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Boris Johnson Insists He Isn't "Throwing Caution To The Wind" As Government Prepares To Axe All Covid Rules

Boris Johnson Insists He Isn't 'Throwing Caution To The Wind' As Government Prepares To Axe All Covid Rules
5 min read

Boris Johnson has insisted that he isn't taking a gamble with public health as he prepares to drop all coronavirus restrictions as soon as this week, including the requirement to self-isolate if you catch the illness.

The Prime Minister is expected to confirm next week that the government is doing away with all remaining Covid rules and that free access to tests for the whole general public will come to an end.

Speaking to the BBC on Sunday morning, he insisted he was "certainly not asking people to throw caution to the wind" and that "it's very important we should remain careful".

However, he said that the UK had entered a "different world" when it comes to Covid, in which vaccination and pharmaceutical treatment will be used instead of legal restrictions to control the virus.

"We now have reached a stage, thanks to the efficacy of the vaccine rollout, where we can shift the balance away from state mandation and banning certain course of action, in favour of encouraging personal responsibility," he told presenter Sophie Raworth.

Johnson said testing will continue at a "low level" in this era of "living with the virus", arguing that the government cannot justify continuing to spend £2bn each month on free tests while both the number of Covid cases and number of people hospitalised with the illness continue to fall.

"It is important that people should feel confident again and people should feel able to go back to work in the normal way," he said. "I really want to see our country getting back on its feet."

However, the Prime Minister was warned this morning by Shadow Health Secretary Wes Streeting that the government cannot expect Labour's backing for scrapping the remaining mitigations until he showed the scientific evidence supporting it.

Streeting accused Johnson of seeking to "declare victory before the war is over" on Covid so he can divert attention from partygate and the highly-anticipated Metropolitan Police report into lockdown parties, which is expected to be published in the coming weeks.

“The whole decision-making process in Number 10 at the moment is being driven by the Prime Minister's political weakness and not public health, and that should concern all of us," Streeting told Raworth.

Streeting said Labour was deeply concerned by the plan to end the provision of free tests to the general public, likening it to a football team "being two-one up with ten minutes left to play and taking your best defender off the pitch”.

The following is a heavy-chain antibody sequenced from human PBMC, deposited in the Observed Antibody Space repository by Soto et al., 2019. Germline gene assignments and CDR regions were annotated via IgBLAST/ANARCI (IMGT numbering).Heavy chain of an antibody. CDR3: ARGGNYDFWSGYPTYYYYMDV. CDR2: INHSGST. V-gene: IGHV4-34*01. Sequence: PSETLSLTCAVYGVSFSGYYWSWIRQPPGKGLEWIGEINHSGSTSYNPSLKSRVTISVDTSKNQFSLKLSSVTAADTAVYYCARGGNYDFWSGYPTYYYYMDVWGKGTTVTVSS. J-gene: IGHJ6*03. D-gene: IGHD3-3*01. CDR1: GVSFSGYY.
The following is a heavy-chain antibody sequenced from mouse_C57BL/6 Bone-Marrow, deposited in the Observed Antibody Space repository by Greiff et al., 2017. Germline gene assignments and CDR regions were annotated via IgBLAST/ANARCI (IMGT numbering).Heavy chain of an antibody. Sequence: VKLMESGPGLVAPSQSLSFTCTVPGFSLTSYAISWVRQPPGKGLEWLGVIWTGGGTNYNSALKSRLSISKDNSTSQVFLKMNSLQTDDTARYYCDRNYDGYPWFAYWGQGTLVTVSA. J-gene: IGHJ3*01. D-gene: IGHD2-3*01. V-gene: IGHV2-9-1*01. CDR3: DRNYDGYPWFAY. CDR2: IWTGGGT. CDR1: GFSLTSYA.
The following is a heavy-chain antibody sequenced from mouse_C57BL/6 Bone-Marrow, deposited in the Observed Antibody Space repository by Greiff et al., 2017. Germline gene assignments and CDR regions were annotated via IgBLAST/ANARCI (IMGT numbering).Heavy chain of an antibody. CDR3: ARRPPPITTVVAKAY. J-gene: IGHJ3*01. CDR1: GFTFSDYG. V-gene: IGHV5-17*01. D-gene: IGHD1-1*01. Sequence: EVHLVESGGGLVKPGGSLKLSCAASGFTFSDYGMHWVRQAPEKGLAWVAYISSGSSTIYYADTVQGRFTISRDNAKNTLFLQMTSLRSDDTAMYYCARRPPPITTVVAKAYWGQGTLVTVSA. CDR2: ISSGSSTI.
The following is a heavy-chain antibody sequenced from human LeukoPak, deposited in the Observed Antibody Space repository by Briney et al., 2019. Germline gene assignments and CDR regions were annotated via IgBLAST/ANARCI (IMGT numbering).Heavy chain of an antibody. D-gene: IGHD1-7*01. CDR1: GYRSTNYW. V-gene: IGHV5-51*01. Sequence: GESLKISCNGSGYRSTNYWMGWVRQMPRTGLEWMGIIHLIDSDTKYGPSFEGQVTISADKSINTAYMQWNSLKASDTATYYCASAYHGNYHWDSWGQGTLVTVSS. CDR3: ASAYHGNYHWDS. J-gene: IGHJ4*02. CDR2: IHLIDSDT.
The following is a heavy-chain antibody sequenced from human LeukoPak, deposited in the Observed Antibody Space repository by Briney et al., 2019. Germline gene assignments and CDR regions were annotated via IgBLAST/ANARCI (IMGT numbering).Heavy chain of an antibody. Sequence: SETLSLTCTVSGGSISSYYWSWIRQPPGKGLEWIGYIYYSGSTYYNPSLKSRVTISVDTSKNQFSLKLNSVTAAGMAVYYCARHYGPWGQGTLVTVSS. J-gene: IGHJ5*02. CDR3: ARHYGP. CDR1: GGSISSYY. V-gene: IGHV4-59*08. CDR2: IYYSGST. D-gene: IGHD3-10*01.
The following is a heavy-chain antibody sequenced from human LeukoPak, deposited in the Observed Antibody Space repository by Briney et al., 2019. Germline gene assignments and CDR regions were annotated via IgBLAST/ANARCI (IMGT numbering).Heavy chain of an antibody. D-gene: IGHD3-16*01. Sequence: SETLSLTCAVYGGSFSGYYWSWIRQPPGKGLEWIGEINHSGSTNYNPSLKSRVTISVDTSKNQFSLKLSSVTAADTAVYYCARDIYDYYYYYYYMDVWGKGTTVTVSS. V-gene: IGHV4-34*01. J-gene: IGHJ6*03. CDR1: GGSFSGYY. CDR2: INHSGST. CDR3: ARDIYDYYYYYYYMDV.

He continued: “I am very worried by reports that the Prime Minister is planning to end free access to testing because we’ve seen, particularly over Christmas and New Year, that people are keen to do the right thing, whether it’s protect family members, especially the elderly and vulnerable, or co-workers and friends. We know testing is popular, it’s a crucial defence."

Johnson refused to answer numerous questions from Raworth about the Downing Street lockdown party scandal, and whether he would resign as Prime Minister if found by the Met to have broken his own Covid laws during lockdown.

He repeatedly claimed he could not comment further while the investigation was ongoing, and attempted to shift the conversation to the West's efforts to avert a Russian invasion of Ukraine.

In an interview with Sky News, Foreign Office Minister James Cleverly defended the Prime Minister and said he shouldn't have to resign if hit with a Fixed Penalty Notice (FPN) over parties held in Downing Street during lockdown. 

“I don’t think what the country needs right now is a vacuum at the centre of government," he told Trevor Phillips.

PoliticsHome reported on Saturday that while Johnson's staunchest allies believe he could survive a FPN from the Met, a number of Conservative MPs – across various factions of the party – said it would likely result in the 54 letters from MPs needed to trigger a vote of no confidence in him.

A former Cabinet minister told PoliticsHome: “His rhetoric is of someone who intends to tough it out, but if he’s found to have been in breach of his own law, he would be in a very difficult position.

“There’ll be a number of people who go to him and say: ‘Are you really going to do this?’.”

The Prime Minister told Raworth that Putin deciding to invade Ukraine was highly likely and that the Kremlin's plan to create a pretext for doing so was already underway.

He warned that a Russian invasion of its neighbour could be Europe's biggest war since World War Two. "People need to understand the sheer cost in human life that it could entail — not just Ukrainians, but for Russians and young Russians," Johnson said.

He said Russia would be hit hard by UK and US plans for tough economic sanctions, like banning Russian companies from raising money on their markets and using the pound and dollar.

Earlier this week, Home Secretary Priti Patel announced that she had closed down the "golden visa" system, which for years had allowed wealthy Russians and other foreign elites to fast track a move to the UK if they promised to invest in the country, with immediate effect.

However, Johnson this morning admitted that economic sanctions alone, no matter how tough, "may not be enough to deter an irrational actor" like Putin. "Vladimir Putin is possibly thinking illogical about this and doesn't see the disaster ahead," he added. 

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